Now trustees face another balancing act. They need to find the money for the Mueller middle school, or risk having no integrated Northeast middle school, and losing support for the Anderson/Eastside/LASA/LBJ swap. They need to avoid any delay that would see a charter taking the Mueller property. And they need to find funding without breaking the $1 billion glass ceiling or causing political ire by defunding another project.

So far, major voting blocs and interest groups are keeping their powder dry. The clear message from Monday night's discussion was that if the board can somehow squeeze Mueller in there, support from groups like the historically African-Ameri­can East Austin alumni associations – and, importantly, Gordon – will be forthcoming.

As always, there's the Greater Austin Cham­ber of Commerce, to which the board has always looked nervously when it comes to bonds and tax rate increases. The Cham­ber's staying mum for now. Drew Scheb­erle, its senior vice president of policy, advocacy, mobility, and talent, said, "When they have a final bond, then we'll be able to take this to our board for deliberation and guidance." Until then, he said, "Tonight showed us that the bond isn't done yet, so we would be ahead of ourselves to comment."

Whatever the board does next week will not prove the end of the story. Trustees still need to sell the bond to voters for November, and then start considering the follow-up bond for the next decade. There also remains the possibility that the board may look at attendance zone realignments, and there is the constant shadow that the district may close and sell off some of the more underenrolled campuses – both massively disruptive and politically contentious possibilities. So, this bond could well be the first step in the long-term redefinition of AISD as a modern urban school district. As Superintendent Cruz reminded and warned the board on Monday: "This is not a one-year facility master plan. This is not a five-year plan. This is a 25-year plan."


What's in the Bond Package?

If approved by AISD trustees at their June 26 meeting, district administrators will present a huge shopping list of essential upgrades, replacements, and new construction projects to voters on Nov. 7. Here's what's on the list at the moment, though it may likely change by next week. All numbers in millions of dollars.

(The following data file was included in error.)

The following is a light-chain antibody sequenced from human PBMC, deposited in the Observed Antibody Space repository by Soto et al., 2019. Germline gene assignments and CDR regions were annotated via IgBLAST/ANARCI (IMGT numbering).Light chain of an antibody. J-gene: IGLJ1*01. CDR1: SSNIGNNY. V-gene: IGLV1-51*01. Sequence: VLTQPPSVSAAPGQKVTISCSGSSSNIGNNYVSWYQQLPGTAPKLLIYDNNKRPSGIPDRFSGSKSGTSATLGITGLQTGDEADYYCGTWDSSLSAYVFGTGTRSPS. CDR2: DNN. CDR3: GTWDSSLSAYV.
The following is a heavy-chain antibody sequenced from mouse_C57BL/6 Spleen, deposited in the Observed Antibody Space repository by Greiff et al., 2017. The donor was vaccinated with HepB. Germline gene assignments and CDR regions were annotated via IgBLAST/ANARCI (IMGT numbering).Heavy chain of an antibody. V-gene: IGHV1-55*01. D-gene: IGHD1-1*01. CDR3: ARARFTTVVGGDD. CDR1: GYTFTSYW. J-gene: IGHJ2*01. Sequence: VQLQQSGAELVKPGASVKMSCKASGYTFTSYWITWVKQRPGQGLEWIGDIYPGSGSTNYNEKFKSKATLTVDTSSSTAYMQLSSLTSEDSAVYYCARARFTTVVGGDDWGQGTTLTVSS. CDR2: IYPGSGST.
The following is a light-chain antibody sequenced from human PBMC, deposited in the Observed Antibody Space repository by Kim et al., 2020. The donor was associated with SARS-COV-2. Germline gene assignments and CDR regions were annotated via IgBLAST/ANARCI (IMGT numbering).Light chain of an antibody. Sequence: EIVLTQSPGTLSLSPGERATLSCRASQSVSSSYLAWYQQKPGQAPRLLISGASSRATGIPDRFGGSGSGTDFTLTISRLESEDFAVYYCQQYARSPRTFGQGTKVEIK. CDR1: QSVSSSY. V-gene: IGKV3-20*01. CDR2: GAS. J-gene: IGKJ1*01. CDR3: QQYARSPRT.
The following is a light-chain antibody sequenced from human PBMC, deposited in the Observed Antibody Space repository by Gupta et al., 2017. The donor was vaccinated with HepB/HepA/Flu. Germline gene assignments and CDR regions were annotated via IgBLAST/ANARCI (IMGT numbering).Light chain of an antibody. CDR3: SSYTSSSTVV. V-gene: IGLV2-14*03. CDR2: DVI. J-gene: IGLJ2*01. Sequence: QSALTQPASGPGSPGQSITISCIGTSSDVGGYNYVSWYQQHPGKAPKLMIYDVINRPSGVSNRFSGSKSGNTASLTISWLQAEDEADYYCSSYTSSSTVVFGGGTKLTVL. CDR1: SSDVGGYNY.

Districtwide

183.4 - Critical facility deficiencies

55.5 - Computer lab and network improvements

30.0 - Bond carry costs, including legal fees

25.0 - LBJ Vertical Team Modernization Project

25.0 - Eastside Vertical Team Modernization Project

21.4 - Transportation: 220 buses

19.0 - Fire alarms, security cameras and systems

10.8 - McCallum High and Lamar MS dance and theatre additions

7.5 - Police equipment: radio, IT, and records upgrades

6.0 - House Park upgrades

5.0 - Furniture improvements

2.2 - Stage rigging repairs

1.5 - Districtwide campus and co-curriculum master planning

Elementaries

60.0 - Doss and Hill modernization

50.0 - Blazier relief and expansion*+

36.2 - New Southwest elementary*+

35.8 - Brentwood modernization+

35.2 - Casis*+

33.3 - Menchaca*+

32.5 - Govalle*+

30.8 - T.A. Brown*+

4.6 - Cowan upgrades

Schools of Choice

70.0 - Ann Richards Young Women's Academy

40.0 - Rosedale Special Needs School*+

Middle Schools

61.0 - New Mueller MS* (pending further board approval)

23.7 - Murchison renovations

1.5 - Covington art, dance, and music renovations

High Schools

88.0 - Bowie expansion

80.0 - Eastside High at Old Anderson*

23.5 - Austin High renovations

22.0 - LBJ High medical program build-out (phase 1)

8.1 - Anderson High upgrades

4.0 - LASA at Eastside

2.4 - Reagan career launch build-out


1,074 - Total projects without Mueller MS

40 - Estimated cash from property sales

44 - Leftover contingency funds from previous bonds

990 - Total bond proposal without Mueller


* signifies a new building

+ denotes fast-tracked construction, starting June 2018

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KEYWORDS FOR THIS STORY

AISD, Kendall Pace, Ted Gordon, Ken Zarifis, Paul Cruz, Cindy Anderson, Jayme Mathias, Drew Scheberle